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My teacher asked me to find out the difference.Can anyone help me with this? Actually I know first part of is array of pointer but what the second part means.Both are not same because I tried a code for this:

i = 1;
j = 2;
x[0] = &i;
x[1] = &j;

got an error saying "lvalue required"

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2  
Which language are you referring to? C? –  Max Sep 26 '12 at 13:07

5 Answers 5

int *x[3]; 

Here x is an array of 3 pointers to int.

int (*x)[3];

Here x is a pointer to an array of three ints.

Here's a usage example of both:

int* arrayOfPointers[3];
int x, y, z;
arrayOfPointers[0] = &x;
arrayOfPointers[1] = &y;
arrayOfPointers[2] = &z;

int (*pointerToArray)[3];
int array[3];
pointerToArray = &array;

HTH

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int(*x)[ARRAY_SIZE] interprets as a pointer to an array of integers.

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When in doubt, consult cdecl:

int (*x)[]
declare x as pointer to array of int

int *x[]
declare x as array of pointer to int
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Awesome site :) Thank you. –  keyser Sep 26 '12 at 13:15
    
+1 great site!!! –  Raj Sep 26 '12 at 13:52

Work your way through starting near the variable name "x" and finishing up with type, keeping in mind Operator Precedence. Meaning, anything in ()'s and []s before *'s.

     x[] -- x is an array
    *x[] -- x is an array of pointers
int *x[] -- x is an array of pointers to ints

(*x)        -- x is a pointer
(*x) []     -- x is a pointer to an array
int (*x)[]  -- x is a pointer to an array of type int
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First of all, remember that C declarations reflect the type of an expression (i.e., declaration mimics use).

For example, if you have a pointer to an integer, and you want to access the integer value being pointed to, you dereference the pointer with the unary * operator, like so:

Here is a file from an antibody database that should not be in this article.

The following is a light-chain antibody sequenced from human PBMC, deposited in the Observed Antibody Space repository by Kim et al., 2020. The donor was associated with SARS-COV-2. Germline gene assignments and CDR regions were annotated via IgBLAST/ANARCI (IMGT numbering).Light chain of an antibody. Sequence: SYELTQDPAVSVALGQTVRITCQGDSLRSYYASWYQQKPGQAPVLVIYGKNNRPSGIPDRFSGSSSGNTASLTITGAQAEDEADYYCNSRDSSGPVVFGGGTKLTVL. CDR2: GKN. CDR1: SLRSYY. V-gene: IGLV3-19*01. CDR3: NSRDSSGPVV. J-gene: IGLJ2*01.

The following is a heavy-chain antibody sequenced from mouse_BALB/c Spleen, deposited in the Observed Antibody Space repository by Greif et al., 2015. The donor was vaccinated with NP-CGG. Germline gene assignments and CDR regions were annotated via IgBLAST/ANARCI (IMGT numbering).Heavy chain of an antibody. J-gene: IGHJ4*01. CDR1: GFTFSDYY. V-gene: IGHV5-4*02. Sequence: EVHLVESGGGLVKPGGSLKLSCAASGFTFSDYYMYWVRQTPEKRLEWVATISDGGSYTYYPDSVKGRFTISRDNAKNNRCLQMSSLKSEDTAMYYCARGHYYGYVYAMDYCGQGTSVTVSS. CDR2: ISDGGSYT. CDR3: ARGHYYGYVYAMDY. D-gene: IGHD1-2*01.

int x = *p;

The type of the expression *p is int, so the declaration of the pointer p is

int *p;

Now suppose you have an array of pointers to int; to access any specific integer value, you subscript into the array to find the correct pointer and dereference the result:

int x = *a_of_p[i];

The subscript operator [] has higher precedence than the unary * operator, so the expression *a_of_p[i] is parsed as *(a_of_p[i]); we're dereferencing the result of the expression a_of_p[i]. Since the type of the expression *a_of_p[i] is int, the declaration of the array is

int *a_of_p[N];

Now flip that around; instead of an array of pointers to int, you have a pointer to an array of int. To access a specific integer value, you must dereference the pointer first and then subscript the result:

int x = (*p_to_a)[i];

Since [] has higher precedence than *, we must use parentheses to force the grouping of operators so that the subscript is applied to the result of the expression *p_to_a. Since the type of the expression (*p_to_a)[i] is int, the declaration is

int (*p_to_a)[N];

When you see a declaration that looks a bit hairy, start with the leftmost identifier and work your way out, remembering that [] and () have higher precedence than *, so *a[] is an array of pointer, (*a)[] is a pointer to an array, *f() is a function returning a pointer, and (*f)() is a pointer to a function:

      x       -- x
    (*x)      -- is a pointer
    (*x)[N]   -- to an N-element array 
int (*x)[N]   -- of int

     x        -- x
     x[N]     -- is an N-element array
    *x[N]     -- of pointer
int *x[N];    -- to int.  
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